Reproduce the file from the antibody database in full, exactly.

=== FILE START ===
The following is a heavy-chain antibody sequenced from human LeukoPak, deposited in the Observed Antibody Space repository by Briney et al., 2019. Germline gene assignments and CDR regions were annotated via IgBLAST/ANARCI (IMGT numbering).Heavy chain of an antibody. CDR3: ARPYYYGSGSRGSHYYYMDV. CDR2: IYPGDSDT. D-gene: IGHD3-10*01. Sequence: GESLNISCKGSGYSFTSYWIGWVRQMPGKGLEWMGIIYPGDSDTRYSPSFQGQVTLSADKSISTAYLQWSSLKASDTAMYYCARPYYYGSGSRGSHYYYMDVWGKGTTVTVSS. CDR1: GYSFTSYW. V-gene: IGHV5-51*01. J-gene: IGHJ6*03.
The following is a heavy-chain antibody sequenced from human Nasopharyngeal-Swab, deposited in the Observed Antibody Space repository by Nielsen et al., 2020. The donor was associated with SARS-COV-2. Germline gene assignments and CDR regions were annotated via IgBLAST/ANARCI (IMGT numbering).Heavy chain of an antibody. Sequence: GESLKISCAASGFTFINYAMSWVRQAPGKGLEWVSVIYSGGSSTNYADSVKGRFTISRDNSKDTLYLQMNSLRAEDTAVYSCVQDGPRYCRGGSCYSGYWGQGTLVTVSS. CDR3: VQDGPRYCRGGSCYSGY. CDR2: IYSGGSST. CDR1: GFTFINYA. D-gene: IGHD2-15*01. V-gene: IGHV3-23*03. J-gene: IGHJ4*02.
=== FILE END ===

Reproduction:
The following is a heavy-chain antibody sequenced from human LeukoPak, deposited in the Observed Antibody Space repository by Briney et al., 2019. Germline gene assignments and CDR regions were annotated via IgBLAST/ANARCI (IMGT numbering).Heavy chain of an antibody. CDR3: ARPYYYGSGSRGSHYYYMDV. CDR2: IYPGDSDT. D-gene: IGHD3-10*01. Sequence: GESLNISCKGSGYSFTSYWIGWVRQMPGKGLEWMGIIYPGDSDTRYSPSFQGQVTLSADKSISTAYLQWSSLKASDTAMYYCARPYYYGSGSRGSHYYYMDVWGKGTTVTVSS. CDR1: GYSFTSYW. V-gene: IGHV5-51*01. J-gene: IGHJ6*03.
The following is a heavy-chain antibody sequenced from human Nasopharyngeal-Swab, deposited in the Observed Antibody Space repository by Nielsen et al., 2020. The donor was associated with SARS-COV-2. Germline gene assignments and CDR regions were annotated via IgBLAST/ANARCI (IMGT numbering).Heavy chain of an antibody. Sequence: GESLKISCAASGFTFINYAMSWVRQAPGKGLEWVSVIYSGGSSTNYADSVKGRFTISRDNSKDTLYLQMNSLRAEDTAVYSCVQDGPRYCRGGSCYSGYWGQGTLVTVSS. CDR3: VQDGPRYCRGGSCYSGY. CDR2: IYSGGSST. CDR1: GFTFINYA. D-gene: IGHD2-15*01. V-gene: IGHV3-23*03. J-gene: IGHJ4*02.